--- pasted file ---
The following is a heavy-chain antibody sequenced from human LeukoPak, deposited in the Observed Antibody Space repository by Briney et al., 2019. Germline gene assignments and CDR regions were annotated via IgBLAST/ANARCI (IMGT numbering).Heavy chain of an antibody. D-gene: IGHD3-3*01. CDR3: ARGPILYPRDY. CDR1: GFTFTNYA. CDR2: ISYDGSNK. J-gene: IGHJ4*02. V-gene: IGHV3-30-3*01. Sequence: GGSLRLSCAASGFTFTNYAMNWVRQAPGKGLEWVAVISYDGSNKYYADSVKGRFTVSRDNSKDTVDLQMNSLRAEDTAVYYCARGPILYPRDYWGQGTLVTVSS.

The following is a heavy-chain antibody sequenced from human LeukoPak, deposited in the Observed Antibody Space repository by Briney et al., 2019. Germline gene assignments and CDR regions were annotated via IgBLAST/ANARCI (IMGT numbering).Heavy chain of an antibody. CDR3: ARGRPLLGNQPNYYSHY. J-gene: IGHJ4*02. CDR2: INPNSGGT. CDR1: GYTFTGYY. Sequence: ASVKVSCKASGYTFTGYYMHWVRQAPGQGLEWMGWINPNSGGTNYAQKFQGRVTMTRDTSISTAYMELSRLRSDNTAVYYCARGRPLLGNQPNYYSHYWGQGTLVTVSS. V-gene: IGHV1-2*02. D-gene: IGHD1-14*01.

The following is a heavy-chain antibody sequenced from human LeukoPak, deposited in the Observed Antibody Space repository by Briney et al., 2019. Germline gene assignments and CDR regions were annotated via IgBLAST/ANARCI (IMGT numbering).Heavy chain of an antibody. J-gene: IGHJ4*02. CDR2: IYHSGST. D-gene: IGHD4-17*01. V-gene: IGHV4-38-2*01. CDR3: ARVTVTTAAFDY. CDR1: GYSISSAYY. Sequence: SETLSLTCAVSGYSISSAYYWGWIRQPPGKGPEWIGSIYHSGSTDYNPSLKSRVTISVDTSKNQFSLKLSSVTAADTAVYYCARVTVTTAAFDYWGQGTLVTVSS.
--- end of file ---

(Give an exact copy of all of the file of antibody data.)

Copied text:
The following is a heavy-chain antibody sequenced from human LeukoPak, deposited in the Observed Antibody Space repository by Briney et al., 2019. Germline gene assignments and CDR regions were annotated via IgBLAST/ANARCI (IMGT numbering).Heavy chain of an antibody. D-gene: IGHD3-3*01. CDR3: ARGPILYPRDY. CDR1: GFTFTNYA. CDR2: ISYDGSNK. J-gene: IGHJ4*02. V-gene: IGHV3-30-3*01. Sequence: GGSLRLSCAASGFTFTNYAMNWVRQAPGKGLEWVAVISYDGSNKYYADSVKGRFTVSRDNSKDTVDLQMNSLRAEDTAVYYCARGPILYPRDYWGQGTLVTVSS.

The following is a heavy-chain antibody sequenced from human LeukoPak, deposited in the Observed Antibody Space repository by Briney et al., 2019. Germline gene assignments and CDR regions were annotated via IgBLAST/ANARCI (IMGT numbering).Heavy chain of an antibody. CDR3: ARGRPLLGNQPNYYSHY. J-gene: IGHJ4*02. CDR2: INPNSGGT. CDR1: GYTFTGYY. Sequence: ASVKVSCKASGYTFTGYYMHWVRQAPGQGLEWMGWINPNSGGTNYAQKFQGRVTMTRDTSISTAYMELSRLRSDNTAVYYCARGRPLLGNQPNYYSHYWGQGTLVTVSS. V-gene: IGHV1-2*02. D-gene: IGHD1-14*01.

The following is a heavy-chain antibody sequenced from human LeukoPak, deposited in the Observed Antibody Space repository by Briney et al., 2019. Germline gene assignments and CDR regions were annotated via IgBLAST/ANARCI (IMGT numbering).Heavy chain of an antibody. J-gene: IGHJ4*02. CDR2: IYHSGST. D-gene: IGHD4-17*01. V-gene: IGHV4-38-2*01. CDR3: ARVTVTTAAFDY. CDR1: GYSISSAYY. Sequence: SETLSLTCAVSGYSISSAYYWGWIRQPPGKGPEWIGSIYHSGSTDYNPSLKSRVTISVDTSKNQFSLKLSSVTAADTAVYYCARVTVTTAAFDYWGQGTLVTVSS.